Wednesday, September 26, 2007

Bush Denounces "Brutal Regimes"

In a passionate address to the annual General Assembly of the United Nations on Tuesday, President Bush advocated stricter sanctions on Myanmar (formerly Burma) and denounced the “brutal regimes” of Belarus, Cuba, Iran, North Korea, and Syria for their human rights abuses.  Mr. Bush called for a moratorium on visas of those “responsible for the most egregious violations of human rights”, as well as economic sanctions. As a result, the United States Treasury will assemble an inventory of those who will feel the repercussions of the economic sanctions and the State Department will compile a list of people barred from entry into the U.S.  In addition, Mr. Bush specifically criticized Robert Mugabe of Zimbabwe for human rights abuses in violation the Universal Declaration of Human Rights.  He repeatedly referred to the Declaration, stressing the first article, which declares the universal equality of all humans.

Mr. Bush criticized the U.N.’s Human Rights Council, formerly the Commission on Human Rights, for hypocrisy and for targeting the nation of Israel for condemnation.  Finally, Mr. Bush challenged the “free world” to do more to stop the genocide in Darfur, insisting that 7,000 peacekeeping troops would not suffice.

In his fervent speech, President Bush stated, “every civilized nation also has a responsibility to stand up for people suffering under dictatorship.”  Are we bound by such a responsibility?  Should the United States be an international “watchdog”?  Do we have the right to intervene in other countries and “spread” democracy?  Or, is it a greater evil to stand by and allow human rights abuses to continue rather than intervening?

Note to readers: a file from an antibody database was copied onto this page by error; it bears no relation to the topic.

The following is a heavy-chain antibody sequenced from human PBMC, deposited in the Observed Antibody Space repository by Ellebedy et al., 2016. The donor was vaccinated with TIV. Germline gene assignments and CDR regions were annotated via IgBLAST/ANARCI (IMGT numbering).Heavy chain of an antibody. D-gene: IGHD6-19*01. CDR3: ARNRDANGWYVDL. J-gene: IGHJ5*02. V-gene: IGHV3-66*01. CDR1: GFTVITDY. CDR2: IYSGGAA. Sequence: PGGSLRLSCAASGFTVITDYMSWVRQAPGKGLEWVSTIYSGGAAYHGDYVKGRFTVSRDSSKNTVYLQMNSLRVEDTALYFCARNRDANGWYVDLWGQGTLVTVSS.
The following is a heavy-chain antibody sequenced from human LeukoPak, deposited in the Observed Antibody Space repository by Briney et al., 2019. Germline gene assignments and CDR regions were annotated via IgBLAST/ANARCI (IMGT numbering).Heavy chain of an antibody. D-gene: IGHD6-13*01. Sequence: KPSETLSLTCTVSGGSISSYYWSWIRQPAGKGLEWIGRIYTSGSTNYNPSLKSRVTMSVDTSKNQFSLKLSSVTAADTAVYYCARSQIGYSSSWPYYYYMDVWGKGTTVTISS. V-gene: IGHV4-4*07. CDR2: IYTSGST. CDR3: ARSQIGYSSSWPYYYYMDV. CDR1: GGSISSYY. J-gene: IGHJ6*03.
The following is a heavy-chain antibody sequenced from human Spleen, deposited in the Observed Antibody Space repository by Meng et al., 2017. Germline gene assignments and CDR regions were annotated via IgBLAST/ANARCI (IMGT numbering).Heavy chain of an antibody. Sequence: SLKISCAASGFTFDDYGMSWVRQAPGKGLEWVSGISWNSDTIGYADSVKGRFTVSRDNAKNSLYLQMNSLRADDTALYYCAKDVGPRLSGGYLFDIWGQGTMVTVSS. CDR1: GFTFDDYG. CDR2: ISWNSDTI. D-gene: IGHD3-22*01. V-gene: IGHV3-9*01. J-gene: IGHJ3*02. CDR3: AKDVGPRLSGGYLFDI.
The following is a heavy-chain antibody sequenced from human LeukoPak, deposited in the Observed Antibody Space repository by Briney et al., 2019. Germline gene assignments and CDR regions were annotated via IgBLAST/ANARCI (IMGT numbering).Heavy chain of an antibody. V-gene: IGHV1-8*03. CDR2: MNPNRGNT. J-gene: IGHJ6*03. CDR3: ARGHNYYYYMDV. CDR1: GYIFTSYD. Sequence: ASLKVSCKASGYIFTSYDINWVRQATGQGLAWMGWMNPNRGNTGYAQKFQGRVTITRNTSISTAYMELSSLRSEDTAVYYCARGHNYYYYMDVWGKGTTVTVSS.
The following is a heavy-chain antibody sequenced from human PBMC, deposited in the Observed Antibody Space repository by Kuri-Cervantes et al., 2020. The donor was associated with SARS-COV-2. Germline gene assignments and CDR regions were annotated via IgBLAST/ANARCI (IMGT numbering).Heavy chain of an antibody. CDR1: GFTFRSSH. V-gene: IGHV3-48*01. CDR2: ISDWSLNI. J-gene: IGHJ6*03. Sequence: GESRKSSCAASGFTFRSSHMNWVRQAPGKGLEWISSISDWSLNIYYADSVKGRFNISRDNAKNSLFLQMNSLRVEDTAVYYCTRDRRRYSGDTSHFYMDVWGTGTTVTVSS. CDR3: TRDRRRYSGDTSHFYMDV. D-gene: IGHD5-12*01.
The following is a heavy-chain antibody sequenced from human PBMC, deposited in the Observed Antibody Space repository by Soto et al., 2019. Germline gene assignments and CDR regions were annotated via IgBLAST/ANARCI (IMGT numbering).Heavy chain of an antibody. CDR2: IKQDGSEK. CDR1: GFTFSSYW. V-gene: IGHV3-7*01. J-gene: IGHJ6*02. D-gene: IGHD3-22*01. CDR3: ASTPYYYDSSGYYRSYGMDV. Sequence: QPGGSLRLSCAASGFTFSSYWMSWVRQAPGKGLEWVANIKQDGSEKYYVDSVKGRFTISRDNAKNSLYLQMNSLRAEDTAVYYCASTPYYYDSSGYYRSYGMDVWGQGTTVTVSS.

1 comment:

Tylar said...

Although I commend President Bush for addressing the unjust governments, I am not positive he knew how to back up his argument. Sure he calls upon nations to help stop the genocide in Darfur - stating that there needs to be more force than merely peace-keeping troops - but where are we? Why is he calling for aid in Darfur, yet we aren't giving the situation there enough military support? The economy rules our military investments and currently the situation in Iraq takes presidence.

I don't think the United States needs to play "watchdog" to the world; since the state is the major employer of human rights we have no obligation to foreign nationals. Though this may sound cruel and isolationist, we cannot pick and choose our battles if we start to enter one. There is only so much we as a country can do. If we start up multiple military investments to "democratize" the world I think we will create a homogenized world society. The beauty of our world is the diversity with which each state governs itself and the differences in thought. We cannot commit acts of omission and feel morally at peace, but I think acts of omission are a world issue and they need to be addressed on a global scale. The UN needs to step up and find a way to implement regulations on unfair states.